The Dynamic Constitution: An Introduction to American Constitutional Law and Practice
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In this revised and updated second edition of The Dynamic Constitution, Richard H. Fallon, Jr., provides an engaging, sophisticated introduction to American constitutional law. Suitable for lawyers and non-lawyers alike, this book discusses contemporary constitutional doctrine involving such issues as freedom of speech, freedom of religion, rights to privacy and sexual autonomy, the death penalty, and the powers of Congress. Through examples of Supreme Court cases and portraits of past and present Justices, this book dramatizes the historical and cultural factors that have shaped constitutional law. The Dynamic Constitution, Second Edition combines detailed explication of current doctrine with insightful analysis of the political culture and theoretical debates in which constitutional practice is situated. Professor Fallon uses insights from political science to explain some aspects of constitutional evolution and emphasizes features of the judicial process that distinguish constitutional law from ordinary politics.
time. With one or two different Justices, the Court might have upheld New Deal legislation from the beginning – or it might have continued to invalidate such programs as Social Security through 1937 and possibly beyond. Second, as also illustrated by the events surrounding Marbury v. Madison and Stuart v. Laird, the Supreme Court operates within what political scientists call “politically constructed bounds.”36 Although the Justices exercise enormous power, their decisions can enjoy long-term
about political matters, based on a concern that the speakers might persuade their audiences. The 5–4 decision in McConnell came at a time when observers regularly described the Supreme Court as comprising five conservative and four liberal Justices. As in the Lorillard case, which involved tobacco advertising, the liberal Justices voted to uphold regulations of speech that they thought necessary to serve important governmental interests, and the conservatives generally adhered to the principle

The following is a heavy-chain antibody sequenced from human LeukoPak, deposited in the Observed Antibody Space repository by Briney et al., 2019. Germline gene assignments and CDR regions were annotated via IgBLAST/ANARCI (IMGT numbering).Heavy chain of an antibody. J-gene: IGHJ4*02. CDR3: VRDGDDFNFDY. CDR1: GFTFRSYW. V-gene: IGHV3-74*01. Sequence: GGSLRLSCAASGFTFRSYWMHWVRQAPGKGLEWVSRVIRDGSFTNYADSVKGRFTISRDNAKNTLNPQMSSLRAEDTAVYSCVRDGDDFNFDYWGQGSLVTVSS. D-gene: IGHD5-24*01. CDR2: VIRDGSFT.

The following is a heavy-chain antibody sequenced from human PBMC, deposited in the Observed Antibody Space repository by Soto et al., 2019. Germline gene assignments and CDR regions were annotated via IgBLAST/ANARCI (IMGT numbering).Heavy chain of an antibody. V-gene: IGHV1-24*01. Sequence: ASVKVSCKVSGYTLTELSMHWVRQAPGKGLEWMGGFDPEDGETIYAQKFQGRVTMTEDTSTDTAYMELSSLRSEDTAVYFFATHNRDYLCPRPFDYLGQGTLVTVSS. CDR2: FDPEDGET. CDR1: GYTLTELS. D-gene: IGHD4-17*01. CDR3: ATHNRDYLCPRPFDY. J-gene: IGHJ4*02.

nature or as otherwise morally self-evident.14 These Justices naturally read provisions such as the Contract Clause in light of their moral and constitutional theories. For them, the more difficult question was whether the Court should invalidate legislation that violated moral rights even if it did not transgress any specific constitutional limitation (such as the Contract Clause) at all. Justice Samuel Chase offered a celebrated statement that the courts should decline to enforce morally
on an unwilling nation. In this view, the Justices’ antiregulatory stance had become untenable in a modern industrial economy, especially when rampant unemployment made it impossible for employees – who could easily be fired and replaced – to bargain effectively with their employers for decent working conditions or a living wage. When anger and frustration with the Court reached an apex in the mid-1930s, with President Roosevelt credibly proposing to “pack” the Supreme Court to save the New Deal
huge proportion of cases, by steering their clients into a “plea bargain,” under which the defendant pleads guilty to a crime but typically receives a shorter sentence than the prosecutor had initially sought. In the absence of a more serious commitment by state governments to fund criminal defenses, poor defendants may thus get little more than an agent to help with plea negotiations, not a committed defender.21 (Within our criminal justice system as it operates today, well more than 90 percent